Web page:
God has already made provision before the judgment comes. He has made provision for the sin of His people to be forgiven, for the hardships that have been caused by her sin to end.

Our warfare, our labor, our hard, heavy service is ended. Our iniquity is pardoned. Not because God lets us off the hook and just winks at sin and says, “Oh, that’s okay.” It would not be righteous of God to do that. But our sin is atoned for. Our hard labor is ended through the atoning work of Christ because He has borne the wrath of God that we deserved for our sins.

And that brings peace and comfort to our hearts today. Right? And hope, as we anticipate the final consummation of that redeeming work when all trials will be ended, and we will be freed from the very presence of sin.

But there’s something that we have to do between now and then. Look at verse 3: “A voice cries: ‘In the wilderness prepare the way of the Lord; make straight in the desert a highway for our God.’”

The eastern monarchs and the nations they ruled over had a custom. When the monarch, the king, was coming to visit his people, he would send a forerunner in advance to announce, “The king is coming. He’s coming to visit his people.” And this messenger would prepare the way for the king’s entourage. We might say they would roll out the red carpet for the king.

But the problem was that in those days public roads were unknown, nonexistent in many areas, or those roads might be overgrown with brush and trees and boulders. There was no way the king’s entourage could get to those villages, those far-off places.

So he would send this group out, not only to announce that he was coming, but to say, “Send a group out to clear away the obstacles. Make a road for the king to ride on.”

And where was this highway to be built? In the wilderness, in the desert. This speaks of a dry and barren place, an unlikely place for the king to visit but a desperately needy place.

Maybe your family is in a desert place. Some of you told me stories of that this weekend. Maybe you are in a desert place. Maybe your church is in a desert place. For sure our cities and our nations are in a desert place.

And God’s people are urged to prepare the way for the coming of Messiah by building a highway in the wilderness of their hearts.

Now, in the New Testament, all four of the gospels apply this passage to the ministry of John the Baptist. Right? The forerunner of Jesus, the Messiah King.

For example, in Matthew chapter 3, we read,

In those days John the Baptist came preaching in the wilderness of Judea, [the wilderness, and what did he preach?] “Repent, for the kingdom of heaven is at hand.” [The King is coming.] For this is he who was spoken of by the prophet Isaiah when he said, [chapter 40] “The voice of one crying in the wilderness: ‘Prepare the way of the Lord; make his paths straight.’”

John the Baptist came with a message of repentance. In preparation for King Jesus coming to this earth, God’s people were to remove every obstacle and to prepare a road, a highway for His arrival.

There are many voices crying out in our day, and they’re telling us what they think is the need of the hour. There are politicians. There are activists. There are businessmen. There are educators. There are economists. And they’re saying, “This is what we need. This is what we need. And this is what we need.” And some of them have good messages, important messages. But the prophet cried out, and he said, “The number one priority we must give our attention to is to prepare the way of the Lord, to build a highway for our God.”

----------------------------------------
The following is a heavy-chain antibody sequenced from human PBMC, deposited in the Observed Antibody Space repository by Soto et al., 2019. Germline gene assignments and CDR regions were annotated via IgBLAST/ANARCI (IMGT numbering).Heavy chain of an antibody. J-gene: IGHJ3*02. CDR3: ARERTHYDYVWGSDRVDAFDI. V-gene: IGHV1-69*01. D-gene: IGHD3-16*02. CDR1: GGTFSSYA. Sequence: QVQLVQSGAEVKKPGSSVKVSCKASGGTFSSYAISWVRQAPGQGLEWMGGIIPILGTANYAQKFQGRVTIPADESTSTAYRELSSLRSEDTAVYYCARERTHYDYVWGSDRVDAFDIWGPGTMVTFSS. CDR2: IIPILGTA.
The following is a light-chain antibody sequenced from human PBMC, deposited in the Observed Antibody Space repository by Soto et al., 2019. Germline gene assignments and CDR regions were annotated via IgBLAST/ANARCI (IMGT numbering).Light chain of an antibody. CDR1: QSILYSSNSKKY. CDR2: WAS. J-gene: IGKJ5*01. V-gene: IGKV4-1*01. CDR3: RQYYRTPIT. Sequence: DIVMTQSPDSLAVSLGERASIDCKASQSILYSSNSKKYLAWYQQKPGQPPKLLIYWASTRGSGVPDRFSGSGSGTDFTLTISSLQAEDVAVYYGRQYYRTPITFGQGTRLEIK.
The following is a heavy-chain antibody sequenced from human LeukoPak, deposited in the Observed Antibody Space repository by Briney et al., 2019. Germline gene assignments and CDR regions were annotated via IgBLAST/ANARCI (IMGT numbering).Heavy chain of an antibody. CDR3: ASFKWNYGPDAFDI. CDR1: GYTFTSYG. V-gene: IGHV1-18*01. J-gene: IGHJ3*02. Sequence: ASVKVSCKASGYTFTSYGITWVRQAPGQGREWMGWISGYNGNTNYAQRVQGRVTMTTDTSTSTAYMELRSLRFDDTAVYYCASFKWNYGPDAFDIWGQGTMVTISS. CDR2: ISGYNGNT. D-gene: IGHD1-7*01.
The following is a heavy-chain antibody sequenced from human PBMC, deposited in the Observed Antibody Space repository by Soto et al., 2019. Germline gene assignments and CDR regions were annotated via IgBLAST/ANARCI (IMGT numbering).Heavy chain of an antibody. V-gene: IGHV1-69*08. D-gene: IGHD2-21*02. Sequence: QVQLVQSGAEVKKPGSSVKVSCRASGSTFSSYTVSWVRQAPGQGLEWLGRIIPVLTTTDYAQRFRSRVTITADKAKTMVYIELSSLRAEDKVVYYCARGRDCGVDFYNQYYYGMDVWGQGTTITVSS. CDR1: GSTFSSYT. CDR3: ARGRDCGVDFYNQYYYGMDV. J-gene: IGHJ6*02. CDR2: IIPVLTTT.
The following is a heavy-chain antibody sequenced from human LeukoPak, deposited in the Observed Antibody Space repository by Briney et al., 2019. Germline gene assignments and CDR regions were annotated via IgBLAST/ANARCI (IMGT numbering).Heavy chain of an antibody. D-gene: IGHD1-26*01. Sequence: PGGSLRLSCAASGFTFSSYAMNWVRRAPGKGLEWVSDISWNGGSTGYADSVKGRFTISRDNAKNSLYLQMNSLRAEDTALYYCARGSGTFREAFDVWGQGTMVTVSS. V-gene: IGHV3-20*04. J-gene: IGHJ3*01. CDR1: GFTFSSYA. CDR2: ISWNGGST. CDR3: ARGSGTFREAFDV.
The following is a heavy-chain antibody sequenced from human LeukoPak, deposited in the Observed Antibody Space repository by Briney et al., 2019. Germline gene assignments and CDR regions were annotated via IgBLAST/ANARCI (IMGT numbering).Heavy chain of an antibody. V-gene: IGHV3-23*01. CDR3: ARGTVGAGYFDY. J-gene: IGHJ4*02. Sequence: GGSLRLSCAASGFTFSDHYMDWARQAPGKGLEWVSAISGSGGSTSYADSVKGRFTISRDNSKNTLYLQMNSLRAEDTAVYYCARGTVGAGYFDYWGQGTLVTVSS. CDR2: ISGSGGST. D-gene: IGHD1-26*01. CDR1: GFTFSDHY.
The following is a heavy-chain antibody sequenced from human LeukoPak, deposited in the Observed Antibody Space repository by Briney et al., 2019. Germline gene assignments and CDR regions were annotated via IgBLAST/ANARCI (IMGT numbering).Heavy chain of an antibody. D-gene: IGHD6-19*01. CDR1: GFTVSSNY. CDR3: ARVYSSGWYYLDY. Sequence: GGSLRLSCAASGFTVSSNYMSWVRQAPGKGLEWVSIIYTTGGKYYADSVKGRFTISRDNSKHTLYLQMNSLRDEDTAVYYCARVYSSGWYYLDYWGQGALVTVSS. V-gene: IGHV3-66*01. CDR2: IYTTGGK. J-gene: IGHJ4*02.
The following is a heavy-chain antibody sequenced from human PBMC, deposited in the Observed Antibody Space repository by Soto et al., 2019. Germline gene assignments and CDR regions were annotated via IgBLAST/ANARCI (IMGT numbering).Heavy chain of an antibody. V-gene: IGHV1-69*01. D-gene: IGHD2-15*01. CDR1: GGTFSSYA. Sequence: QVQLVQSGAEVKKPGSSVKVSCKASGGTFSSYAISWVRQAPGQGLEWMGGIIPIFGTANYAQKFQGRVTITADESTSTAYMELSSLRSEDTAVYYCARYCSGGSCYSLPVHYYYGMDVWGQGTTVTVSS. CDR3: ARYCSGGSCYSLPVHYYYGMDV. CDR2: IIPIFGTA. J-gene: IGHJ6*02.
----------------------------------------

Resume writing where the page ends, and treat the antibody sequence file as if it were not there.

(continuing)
Isaiah said it. John the Baptist says it. And it says it to our heart today. We need the Lord, and we must prepare the way for Him to come to us in revival.

So how is the way for the Lord to be prepared? Well, verse 4 tells us what’s required to build this highway. It says, “Every valley shall be lifted up,and every mountain and hill will be made low;

the uneven ground shall become level, and the rough places a plain.”

This is a picture of the preparation that must be made in the hearts of us as God’s people for King Jesus to be able to come and visit us. There are obstacles that need to be removed if we want to experience His presence in our churches, in our homes, in our land, and in our world. We must build what Isaiah 35 calls “a highway of holiness.” There are changes that have to take place. There are issues that must be dealt with.

For example, it says first, “Every valley must be lifted up.” There are low places, shallow areas that need to be built up and filled in so the king’s army doesn’t trip in those low places.

This could refer, for example, to spiritual complacency, spiritual laziness, drifting spiritually, frittering our lives away with trivial matters rather than being intentional about seeking the Lord. Perhaps the lack of spiritual disciplines, these are low places that need to be filled in—Bible reading, meditation, prayer. Maybe there are valleys of discouragement and doubt because our eyes are on ourselves rather than on our God.

“Every mountain and hill must be made low.” There are barriers. There are roadblocks. There are hindrances to revival, and some of these may seem like mountains. They may seem large and immovable. They have been there for as long as we can remember. They need to come down.

What are the hindrances to revival? The things that can stand between us and the presence of God, the things that can stand between us and other believers so together we can experience His presence. It may be:

  • broken relationships
  • mountains of bitterness
  • mountains of unforgiveness
  • mountains of idolatry
  • money
  • power
  • sex
  • mountains of addictive habits and sinful bondages

These things that seem so big, so powerful, so overwhelming. These mountains must come down.

It may be mountains of racial prejudice. They must come down so that King Jesus can come and visit us.